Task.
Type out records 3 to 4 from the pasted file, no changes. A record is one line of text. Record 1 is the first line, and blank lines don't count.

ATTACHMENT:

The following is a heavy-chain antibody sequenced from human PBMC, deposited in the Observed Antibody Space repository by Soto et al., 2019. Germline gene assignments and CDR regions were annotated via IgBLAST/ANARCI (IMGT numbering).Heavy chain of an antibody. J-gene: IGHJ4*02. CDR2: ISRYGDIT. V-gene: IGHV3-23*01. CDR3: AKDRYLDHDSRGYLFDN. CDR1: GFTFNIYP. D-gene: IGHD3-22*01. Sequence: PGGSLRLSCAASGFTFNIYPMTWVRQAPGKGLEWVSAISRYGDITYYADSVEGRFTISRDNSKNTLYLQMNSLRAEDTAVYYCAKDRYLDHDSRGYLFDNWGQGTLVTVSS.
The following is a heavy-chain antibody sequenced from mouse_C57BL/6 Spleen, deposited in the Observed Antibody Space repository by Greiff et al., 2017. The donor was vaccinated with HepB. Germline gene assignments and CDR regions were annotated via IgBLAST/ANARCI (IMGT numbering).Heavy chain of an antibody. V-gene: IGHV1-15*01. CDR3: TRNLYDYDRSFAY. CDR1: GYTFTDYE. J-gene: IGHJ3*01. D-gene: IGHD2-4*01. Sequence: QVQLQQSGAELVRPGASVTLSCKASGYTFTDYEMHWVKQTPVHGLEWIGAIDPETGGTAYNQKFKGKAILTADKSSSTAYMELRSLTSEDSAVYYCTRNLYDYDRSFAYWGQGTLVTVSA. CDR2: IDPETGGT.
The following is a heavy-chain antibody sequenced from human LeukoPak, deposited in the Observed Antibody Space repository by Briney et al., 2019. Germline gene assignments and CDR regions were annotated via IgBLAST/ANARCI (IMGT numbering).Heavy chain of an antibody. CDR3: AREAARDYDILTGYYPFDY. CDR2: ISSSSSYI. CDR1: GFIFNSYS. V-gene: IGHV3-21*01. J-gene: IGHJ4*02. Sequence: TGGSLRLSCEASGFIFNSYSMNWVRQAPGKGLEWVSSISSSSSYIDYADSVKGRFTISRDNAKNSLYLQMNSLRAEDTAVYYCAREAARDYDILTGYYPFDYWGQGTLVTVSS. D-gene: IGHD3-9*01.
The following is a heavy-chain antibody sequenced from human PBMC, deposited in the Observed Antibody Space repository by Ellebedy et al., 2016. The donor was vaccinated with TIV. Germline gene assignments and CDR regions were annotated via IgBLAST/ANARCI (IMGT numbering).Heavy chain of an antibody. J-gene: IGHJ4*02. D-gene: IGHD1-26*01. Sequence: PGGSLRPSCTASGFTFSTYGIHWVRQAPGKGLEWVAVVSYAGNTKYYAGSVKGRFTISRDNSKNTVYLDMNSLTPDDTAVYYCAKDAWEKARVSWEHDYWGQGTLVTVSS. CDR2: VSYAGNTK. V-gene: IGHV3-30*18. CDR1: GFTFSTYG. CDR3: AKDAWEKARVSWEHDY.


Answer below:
The following is a heavy-chain antibody sequenced from human LeukoPak, deposited in the Observed Antibody Space repository by Briney et al., 2019. Germline gene assignments and CDR regions were annotated via IgBLAST/ANARCI (IMGT numbering).Heavy chain of an antibody. CDR3: AREAARDYDILTGYYPFDY. CDR2: ISSSSSYI. CDR1: GFIFNSYS. V-gene: IGHV3-21*01. J-gene: IGHJ4*02. Sequence: TGGSLRLSCEASGFIFNSYSMNWVRQAPGKGLEWVSSISSSSSYIDYADSVKGRFTISRDNAKNSLYLQMNSLRAEDTAVYYCAREAARDYDILTGYYPFDYWGQGTLVTVSS. D-gene: IGHD3-9*01.
The following is a heavy-chain antibody sequenced from human PBMC, deposited in the Observed Antibody Space repository by Ellebedy et al., 2016. The donor was vaccinated with TIV. Germline gene assignments and CDR regions were annotated via IgBLAST/ANARCI (IMGT numbering).Heavy chain of an antibody. J-gene: IGHJ4*02. D-gene: IGHD1-26*01. Sequence: PGGSLRPSCTASGFTFSTYGIHWVRQAPGKGLEWVAVVSYAGNTKYYAGSVKGRFTISRDNSKNTVYLDMNSLTPDDTAVYYCAKDAWEKARVSWEHDYWGQGTLVTVSS. CDR2: VSYAGNTK. V-gene: IGHV3-30*18. CDR1: GFTFSTYG. CDR3: AKDAWEKARVSWEHDY.